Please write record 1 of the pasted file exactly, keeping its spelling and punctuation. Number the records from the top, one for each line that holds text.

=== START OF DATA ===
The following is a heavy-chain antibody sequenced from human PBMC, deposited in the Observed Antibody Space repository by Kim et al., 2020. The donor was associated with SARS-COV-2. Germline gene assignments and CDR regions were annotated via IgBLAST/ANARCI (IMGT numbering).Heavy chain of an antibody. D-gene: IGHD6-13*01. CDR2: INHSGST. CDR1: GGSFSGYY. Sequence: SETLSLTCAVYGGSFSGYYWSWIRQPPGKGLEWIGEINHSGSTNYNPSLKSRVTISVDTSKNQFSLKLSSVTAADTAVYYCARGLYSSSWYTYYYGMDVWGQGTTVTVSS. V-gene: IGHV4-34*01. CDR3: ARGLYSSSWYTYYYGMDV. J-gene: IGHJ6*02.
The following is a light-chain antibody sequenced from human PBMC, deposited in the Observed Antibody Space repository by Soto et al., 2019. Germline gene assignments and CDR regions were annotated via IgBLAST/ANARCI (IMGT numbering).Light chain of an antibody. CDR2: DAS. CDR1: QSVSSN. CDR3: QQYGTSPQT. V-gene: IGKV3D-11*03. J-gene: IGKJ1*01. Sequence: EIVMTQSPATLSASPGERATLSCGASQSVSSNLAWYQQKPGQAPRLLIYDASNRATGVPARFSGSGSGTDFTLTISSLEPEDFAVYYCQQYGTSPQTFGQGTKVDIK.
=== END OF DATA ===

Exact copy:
The following is a heavy-chain antibody sequenced from human PBMC, deposited in the Observed Antibody Space repository by Kim et al., 2020. The donor was associated with SARS-COV-2. Germline gene assignments and CDR regions were annotated via IgBLAST/ANARCI (IMGT numbering).Heavy chain of an antibody. D-gene: IGHD6-13*01. CDR2: INHSGST. CDR1: GGSFSGYY. Sequence: SETLSLTCAVYGGSFSGYYWSWIRQPPGKGLEWIGEINHSGSTNYNPSLKSRVTISVDTSKNQFSLKLSSVTAADTAVYYCARGLYSSSWYTYYYGMDVWGQGTTVTVSS. V-gene: IGHV4-34*01. CDR3: ARGLYSSSWYTYYYGMDV. J-gene: IGHJ6*02.